In the vials from all three companies, XPS analysis revealed the chemical composition of the glass surfaces of the vials and showed changes in the relative amounts of glass component elements sodium (Na), calcium (Ca), magnesium (Mg), and silicon (Si) in the fragments. These chemical changes are indicators of chemical attack on the glass by the drug product solution, which in turn produced preferential leaching of reactive components. The XPS therefore revealed that this chemical attack was the cause of pitting and, eventually, the delamination of the vials.
Drug Company Case Study Findings
Using a combination of light microscopy, micro-FTIR, SEM/EDS, and XPS analyses, we found that the highly basic drug in this compatibility study produced glass delamination in all three tested vials and that the delamination often occurred near the fill line. McCrone also found that as the storage temperature and time increased for these vials, their vulnerability to delamination increased.
Pitting is often indicative of and a precursor to delamination. Our analytical results in this study showed that as pits grow larger and/or appear in greater number, they may begin to consolidate to produce the flat flakes typical of glass delamination. (For complete study results, see Table 1)
The drug company discontinued the development of the highly basic drug after reviewing the analytical results. “Patient safety comes first—and this particular drug reacted with packaging in volatile ways,” said the company’s lead product developer. “Even if we could solve the delamination problem with new kinds of vials or different packaging, there might still be a risk for extractables or leachables due to the drug’s high pH level and the way the drug reacts with its packaging. We saved money on additional testing and decided the drug was not worth the potential risk of letting it go to market.”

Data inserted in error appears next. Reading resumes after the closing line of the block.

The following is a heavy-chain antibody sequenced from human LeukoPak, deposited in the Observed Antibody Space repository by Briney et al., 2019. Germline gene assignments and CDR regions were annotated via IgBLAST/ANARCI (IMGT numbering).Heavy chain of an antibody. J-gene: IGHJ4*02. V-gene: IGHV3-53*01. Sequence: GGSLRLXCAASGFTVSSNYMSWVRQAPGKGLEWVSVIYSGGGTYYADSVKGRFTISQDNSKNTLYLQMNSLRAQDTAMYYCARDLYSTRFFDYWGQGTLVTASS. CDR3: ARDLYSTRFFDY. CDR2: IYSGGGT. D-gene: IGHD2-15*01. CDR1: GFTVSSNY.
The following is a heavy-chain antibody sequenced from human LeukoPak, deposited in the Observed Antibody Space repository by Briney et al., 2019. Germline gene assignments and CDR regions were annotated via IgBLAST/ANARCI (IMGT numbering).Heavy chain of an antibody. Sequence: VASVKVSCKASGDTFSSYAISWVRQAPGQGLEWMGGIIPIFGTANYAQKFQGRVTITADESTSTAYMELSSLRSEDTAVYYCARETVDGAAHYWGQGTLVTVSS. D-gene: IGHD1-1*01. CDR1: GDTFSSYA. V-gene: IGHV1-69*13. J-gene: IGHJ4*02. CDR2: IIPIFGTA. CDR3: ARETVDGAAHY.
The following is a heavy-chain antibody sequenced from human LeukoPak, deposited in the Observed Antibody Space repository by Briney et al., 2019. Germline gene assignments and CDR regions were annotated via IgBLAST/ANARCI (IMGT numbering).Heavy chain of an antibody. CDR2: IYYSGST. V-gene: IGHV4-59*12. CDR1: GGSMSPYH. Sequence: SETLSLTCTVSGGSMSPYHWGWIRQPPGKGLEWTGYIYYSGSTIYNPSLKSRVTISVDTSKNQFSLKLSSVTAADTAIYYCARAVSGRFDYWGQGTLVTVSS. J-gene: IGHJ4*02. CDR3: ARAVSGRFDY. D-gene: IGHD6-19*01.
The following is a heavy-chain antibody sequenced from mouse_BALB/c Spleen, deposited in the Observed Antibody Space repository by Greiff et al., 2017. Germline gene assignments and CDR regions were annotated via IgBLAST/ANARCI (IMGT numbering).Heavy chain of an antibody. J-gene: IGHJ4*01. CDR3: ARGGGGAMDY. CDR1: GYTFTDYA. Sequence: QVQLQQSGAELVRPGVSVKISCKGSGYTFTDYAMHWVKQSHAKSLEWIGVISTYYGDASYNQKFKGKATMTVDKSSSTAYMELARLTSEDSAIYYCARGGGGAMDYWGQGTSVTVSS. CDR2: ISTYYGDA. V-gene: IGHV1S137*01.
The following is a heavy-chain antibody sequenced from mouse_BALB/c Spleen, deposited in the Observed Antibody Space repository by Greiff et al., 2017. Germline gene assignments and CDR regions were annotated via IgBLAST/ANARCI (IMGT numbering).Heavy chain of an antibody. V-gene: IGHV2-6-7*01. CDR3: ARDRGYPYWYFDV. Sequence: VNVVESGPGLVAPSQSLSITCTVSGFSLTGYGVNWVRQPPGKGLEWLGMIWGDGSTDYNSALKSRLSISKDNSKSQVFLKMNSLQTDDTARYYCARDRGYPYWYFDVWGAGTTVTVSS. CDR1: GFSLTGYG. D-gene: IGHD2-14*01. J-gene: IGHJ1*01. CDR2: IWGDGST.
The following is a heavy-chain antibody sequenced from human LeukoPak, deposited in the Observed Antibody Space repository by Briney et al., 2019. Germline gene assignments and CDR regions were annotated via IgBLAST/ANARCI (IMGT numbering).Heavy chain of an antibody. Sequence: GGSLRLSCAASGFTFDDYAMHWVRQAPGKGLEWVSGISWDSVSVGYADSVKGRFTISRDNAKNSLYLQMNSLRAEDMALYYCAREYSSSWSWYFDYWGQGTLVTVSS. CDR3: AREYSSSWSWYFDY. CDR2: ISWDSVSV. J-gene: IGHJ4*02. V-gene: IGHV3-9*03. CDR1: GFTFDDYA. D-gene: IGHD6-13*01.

Manufacturers should select packaging components for their physiochemical compatibility with the product, for proper fit and package functionality, and for their ability to withstand processes such as sterilization and the anticipated product distribution cycle.
When bringing a product to market, packaging is a critical step. Unfortunately, it is often the last step, and companies can easily overlook potential packaging problems until very late in product development. As this case study illustrated, the wrong packaging can delay or even shut down a developing project. Therefore, the package’s stability, functional performance, and integrity must be tested early in the development process.
Manufacturers should select packaging components for their physiochemical compatibility with the product, for proper fit and package functionality, and for their ability to withstand processes such as sterilization and the anticipated product distribution cycle. Whenever possible, manufacturers should challenge the integrity and functional performance of the package at the limits of component specifications and the operational extremes of filling, assembly, shelf life, and distribution. Laboratories specializing in microanalysis can provide invaluable information in the assessment of packaging integrity, drug compatibility, and possible failure mechanisms.
Pharmaceutical industry quality control personnel face considerable challenges in keeping abreast of not only evolving regulatory requirements but also of the various microanalytical capabilities available to resolve their problems. Many educational institutions cater to this growing need.
Diebold is cleanroom manager and senior research microscopist at McCrone Associates, Inc., the analytical division of The McCrone Group. Reach her at email@example.com or (630) 887-7100. For more information on The McCrone Group’s educational offerings, go to www.mccrone.com.